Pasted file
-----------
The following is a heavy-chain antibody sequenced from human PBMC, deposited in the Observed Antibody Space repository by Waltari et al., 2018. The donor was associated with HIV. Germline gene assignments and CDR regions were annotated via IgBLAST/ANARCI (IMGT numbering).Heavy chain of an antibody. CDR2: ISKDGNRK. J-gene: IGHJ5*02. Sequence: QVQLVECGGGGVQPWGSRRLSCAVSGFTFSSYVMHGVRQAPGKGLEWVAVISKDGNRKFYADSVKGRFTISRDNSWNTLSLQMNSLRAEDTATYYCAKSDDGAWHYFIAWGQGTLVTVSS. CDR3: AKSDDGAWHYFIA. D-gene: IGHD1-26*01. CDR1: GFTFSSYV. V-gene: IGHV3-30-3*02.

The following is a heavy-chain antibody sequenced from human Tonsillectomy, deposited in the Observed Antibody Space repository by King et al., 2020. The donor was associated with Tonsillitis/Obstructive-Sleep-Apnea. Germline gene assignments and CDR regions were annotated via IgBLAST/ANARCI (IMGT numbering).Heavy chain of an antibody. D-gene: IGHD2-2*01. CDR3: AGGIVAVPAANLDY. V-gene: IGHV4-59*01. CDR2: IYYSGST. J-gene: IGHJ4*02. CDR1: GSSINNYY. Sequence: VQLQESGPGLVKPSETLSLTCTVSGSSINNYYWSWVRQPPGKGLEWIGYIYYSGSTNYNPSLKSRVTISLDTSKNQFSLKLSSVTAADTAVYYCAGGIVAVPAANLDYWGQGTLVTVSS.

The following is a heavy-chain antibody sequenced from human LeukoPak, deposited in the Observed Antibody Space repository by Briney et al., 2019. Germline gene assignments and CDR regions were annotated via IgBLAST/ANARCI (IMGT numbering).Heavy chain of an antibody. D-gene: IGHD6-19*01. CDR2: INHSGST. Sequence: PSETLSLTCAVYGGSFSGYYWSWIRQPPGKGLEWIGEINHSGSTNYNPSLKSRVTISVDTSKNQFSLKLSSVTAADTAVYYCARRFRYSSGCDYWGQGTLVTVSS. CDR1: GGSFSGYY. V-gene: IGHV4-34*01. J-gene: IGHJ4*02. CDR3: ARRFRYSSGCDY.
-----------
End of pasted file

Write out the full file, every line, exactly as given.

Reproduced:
The following is a heavy-chain antibody sequenced from human PBMC, deposited in the Observed Antibody Space repository by Waltari et al., 2018. The donor was associated with HIV. Germline gene assignments and CDR regions were annotated via IgBLAST/ANARCI (IMGT numbering).Heavy chain of an antibody. CDR2: ISKDGNRK. J-gene: IGHJ5*02. Sequence: QVQLVECGGGGVQPWGSRRLSCAVSGFTFSSYVMHGVRQAPGKGLEWVAVISKDGNRKFYADSVKGRFTISRDNSWNTLSLQMNSLRAEDTATYYCAKSDDGAWHYFIAWGQGTLVTVSS. CDR3: AKSDDGAWHYFIA. D-gene: IGHD1-26*01. CDR1: GFTFSSYV. V-gene: IGHV3-30-3*02.

The following is a heavy-chain antibody sequenced from human Tonsillectomy, deposited in the Observed Antibody Space repository by King et al., 2020. The donor was associated with Tonsillitis/Obstructive-Sleep-Apnea. Germline gene assignments and CDR regions were annotated via IgBLAST/ANARCI (IMGT numbering).Heavy chain of an antibody. D-gene: IGHD2-2*01. CDR3: AGGIVAVPAANLDY. V-gene: IGHV4-59*01. CDR2: IYYSGST. J-gene: IGHJ4*02. CDR1: GSSINNYY. Sequence: VQLQESGPGLVKPSETLSLTCTVSGSSINNYYWSWVRQPPGKGLEWIGYIYYSGSTNYNPSLKSRVTISLDTSKNQFSLKLSSVTAADTAVYYCAGGIVAVPAANLDYWGQGTLVTVSS.

The following is a heavy-chain antibody sequenced from human LeukoPak, deposited in the Observed Antibody Space repository by Briney et al., 2019. Germline gene assignments and CDR regions were annotated via IgBLAST/ANARCI (IMGT numbering).Heavy chain of an antibody. D-gene: IGHD6-19*01. CDR2: INHSGST. Sequence: PSETLSLTCAVYGGSFSGYYWSWIRQPPGKGLEWIGEINHSGSTNYNPSLKSRVTISVDTSKNQFSLKLSSVTAADTAVYYCARRFRYSSGCDYWGQGTLVTVSS. CDR1: GGSFSGYY. V-gene: IGHV4-34*01. J-gene: IGHJ4*02. CDR3: ARRFRYSSGCDY.